More about communication

Communication problems of autistic people may originate from a more or less disturbed language development. Some are good talkers, but not in a way which is appropriate to the situation or the person. Often they find it difficult to start and maintain a conversation, especially with strangers. Sometimes there is peculiar language or vocabulary, such as speaking bookish language or pronoun reversal or misuse. (I.e. indicating oneself as ‘he’ or ‘she’.)

In children varied, spontaneous pretend play or social imitative play, is often lacking. Communication problems can often be traced back to a cognitive inability to understand symbols, in this case the symbolic use of language, but also abstractions and complex sentences.

‘Qualitative impairments in communication’ were not mentioned in the old DSM for Asperger’s syndrome where this was a separate category. In the latest DSM-5, however, Asperger’s is dissolved into a continuum in which “persistent difficulties in the social use of verbal and nonverbal communication” is one of the main autism symptoms. When communication difficulties are less severe, they may only manifest themselves when the social demands exceed one’s capacities, such as in close contact with others.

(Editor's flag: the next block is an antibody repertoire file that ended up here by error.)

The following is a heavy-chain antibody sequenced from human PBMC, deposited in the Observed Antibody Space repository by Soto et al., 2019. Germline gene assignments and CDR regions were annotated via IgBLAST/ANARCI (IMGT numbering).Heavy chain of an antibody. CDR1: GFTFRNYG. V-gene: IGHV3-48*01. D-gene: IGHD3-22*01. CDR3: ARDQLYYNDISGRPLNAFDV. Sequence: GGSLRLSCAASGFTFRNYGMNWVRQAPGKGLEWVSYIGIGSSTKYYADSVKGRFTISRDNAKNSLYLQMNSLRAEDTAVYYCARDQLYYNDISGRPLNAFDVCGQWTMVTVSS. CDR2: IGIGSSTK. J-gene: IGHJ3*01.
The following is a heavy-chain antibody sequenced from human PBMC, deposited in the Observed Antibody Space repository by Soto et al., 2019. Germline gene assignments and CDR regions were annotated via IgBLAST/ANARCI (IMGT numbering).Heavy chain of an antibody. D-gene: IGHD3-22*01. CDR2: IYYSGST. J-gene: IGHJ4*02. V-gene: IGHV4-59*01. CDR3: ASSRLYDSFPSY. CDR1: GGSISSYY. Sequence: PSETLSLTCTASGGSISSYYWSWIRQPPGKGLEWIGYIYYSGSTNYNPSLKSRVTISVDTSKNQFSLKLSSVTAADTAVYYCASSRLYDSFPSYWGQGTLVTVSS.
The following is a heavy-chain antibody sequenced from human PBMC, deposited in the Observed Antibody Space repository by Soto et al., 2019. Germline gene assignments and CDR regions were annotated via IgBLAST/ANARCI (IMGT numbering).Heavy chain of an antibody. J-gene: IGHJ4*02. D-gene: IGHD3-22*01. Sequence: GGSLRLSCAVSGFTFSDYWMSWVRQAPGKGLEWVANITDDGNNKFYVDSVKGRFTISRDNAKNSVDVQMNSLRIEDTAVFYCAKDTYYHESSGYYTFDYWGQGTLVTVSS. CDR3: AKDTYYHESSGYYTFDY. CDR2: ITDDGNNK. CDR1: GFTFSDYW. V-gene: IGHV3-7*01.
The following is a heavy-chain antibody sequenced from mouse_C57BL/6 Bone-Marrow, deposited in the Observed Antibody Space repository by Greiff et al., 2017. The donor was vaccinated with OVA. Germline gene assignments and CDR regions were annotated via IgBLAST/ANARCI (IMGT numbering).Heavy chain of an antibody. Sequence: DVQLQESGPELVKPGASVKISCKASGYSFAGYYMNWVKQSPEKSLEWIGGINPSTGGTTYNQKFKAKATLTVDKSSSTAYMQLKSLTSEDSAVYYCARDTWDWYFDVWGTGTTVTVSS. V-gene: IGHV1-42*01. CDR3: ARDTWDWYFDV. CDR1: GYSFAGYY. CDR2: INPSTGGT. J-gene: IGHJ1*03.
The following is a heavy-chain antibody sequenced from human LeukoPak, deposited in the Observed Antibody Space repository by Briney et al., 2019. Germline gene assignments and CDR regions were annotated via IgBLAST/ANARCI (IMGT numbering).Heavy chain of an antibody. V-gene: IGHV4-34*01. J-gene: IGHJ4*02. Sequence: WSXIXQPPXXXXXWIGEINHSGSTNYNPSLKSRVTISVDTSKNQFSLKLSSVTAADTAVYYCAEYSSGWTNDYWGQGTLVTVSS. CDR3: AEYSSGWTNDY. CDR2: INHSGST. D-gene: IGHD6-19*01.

The relevance of communication problems for autism-friendly design may not be immediately apparent. They are, however, which becomes more obvious when one realizes that the built environment sets important conditions under which social life is lived. When laying out the relevant autistic characteristics here, we briefly summarize the main area’s where autistic limitations and peculiarities interact with the physical environment. Communication problems are among them; these too are a strong motive for autism-friendly design.